For example, it seems that we are writing a season of Calm your enthusiasm during COVID would pretty much write itself. The pandemic would have given Larry the opportunity to avoid human contact as much as possible, cancel all plans, and validate many of his feelings about society in general. But “The Five-Foot Fence” avoids any predictable COVID story, instead, making Larry discover at Albert Brooks’ mock funeral that Brooks is a COVID supply grabber, leaving everyone wishing that Brooks was actually dead. It is unusual to see a group of angry people in Sidewalk for once, that doesn’t focus their distaste for Larry.

While the friendship between Larry and Leon has become one of the biggest additions to this show at the end of the game, “The Five-Foot Fence” seems to imply that this season might actually give JB Smoove his own, separate story. . After breaking up with his girlfriend after the pair fundraise through a GoFundMe for an Asian vacation, Leon begins auditioning replacement fake girlfriends to embark on his journey. If any character on the show deserves their own B-plot alongside Larry’s story, it’s Leon.

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Image via HBO

But as in every season, Sidewalk is already setting up several threads in “The Five-Foot Fence” that will surely tie this entire season together into one hugely satisfying tale. Already we’re shown how the brother of the dead criminal in Larry’s pool affects Larry’s Netflix show, as the brother asks Larry to cast his daughter Maria Sofia (Keyla Monterroso Mejia) as one of the stars of Young Larry, or he will consider legal action against Larry. Already, the show connected these two seemingly unrelated stories, and only a few minutes later Young Larry received the green light, it seems already doomed.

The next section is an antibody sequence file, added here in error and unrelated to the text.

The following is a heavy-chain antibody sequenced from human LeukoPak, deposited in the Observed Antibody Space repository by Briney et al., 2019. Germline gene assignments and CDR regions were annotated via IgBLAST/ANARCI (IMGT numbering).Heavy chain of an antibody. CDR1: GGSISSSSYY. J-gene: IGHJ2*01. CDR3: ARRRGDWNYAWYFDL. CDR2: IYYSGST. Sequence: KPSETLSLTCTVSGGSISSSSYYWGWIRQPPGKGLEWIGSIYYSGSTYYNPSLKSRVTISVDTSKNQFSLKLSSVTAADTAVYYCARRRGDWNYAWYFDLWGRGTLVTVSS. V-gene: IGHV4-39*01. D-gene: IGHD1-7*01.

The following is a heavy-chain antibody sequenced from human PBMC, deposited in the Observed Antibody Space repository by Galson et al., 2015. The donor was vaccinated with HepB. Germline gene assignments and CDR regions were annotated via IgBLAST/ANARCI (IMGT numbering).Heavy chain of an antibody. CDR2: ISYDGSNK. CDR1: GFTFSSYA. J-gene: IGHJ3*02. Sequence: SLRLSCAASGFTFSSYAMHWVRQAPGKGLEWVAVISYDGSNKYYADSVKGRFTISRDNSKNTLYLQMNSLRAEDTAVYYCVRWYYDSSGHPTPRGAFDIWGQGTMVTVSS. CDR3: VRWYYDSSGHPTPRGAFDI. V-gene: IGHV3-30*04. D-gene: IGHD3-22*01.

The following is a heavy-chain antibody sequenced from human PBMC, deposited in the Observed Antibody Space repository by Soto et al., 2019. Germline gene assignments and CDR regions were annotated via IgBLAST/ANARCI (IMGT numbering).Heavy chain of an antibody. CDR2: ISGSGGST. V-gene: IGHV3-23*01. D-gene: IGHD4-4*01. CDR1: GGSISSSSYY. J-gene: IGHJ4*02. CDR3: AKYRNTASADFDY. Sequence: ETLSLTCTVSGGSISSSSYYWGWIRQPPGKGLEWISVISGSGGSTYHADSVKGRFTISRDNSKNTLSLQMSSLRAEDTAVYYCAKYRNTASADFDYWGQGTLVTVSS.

The most recent seasons of Calm your enthusiasm have been building the threads of the season towards an epic conclusion, and if there’s one flaw with “The Five-Foot Fence” it’s that it looks like a lot of setup for the end of the line, without too much major laughs. highlights in this particular episode. Larry’s scenes with Susie and Leon still work wonderfully, and Larry’s “weak” moments lead to some of the episode’s biggest laughs, but especially with the Dennis scenes and the cast of the Young Larry show, the wheels simply move for more important moments later in the season.

Yet at this point, Calm your enthusiasm is a well-oiled machine that knows how to tell effective and ingenious stories on an episodic level, while building itself up to the culmination of an entire season. “The Five-Foot Fence” kicks off Season 11 on the right track with a season still surprising, engaging and hysterical after all these years. At this stage, Calm your enthusiasm isn’t just good enough, it’s almost almost perfect.

Note: A-

Calm your enthusiasm premieres October 24 on HBO, with new episodes airing on Sundays.

KEEP READING: ‘Curb Your Enthusiasm’ Season 11 Trailer Shows Larry David Hates Individual People, But Loves Humanity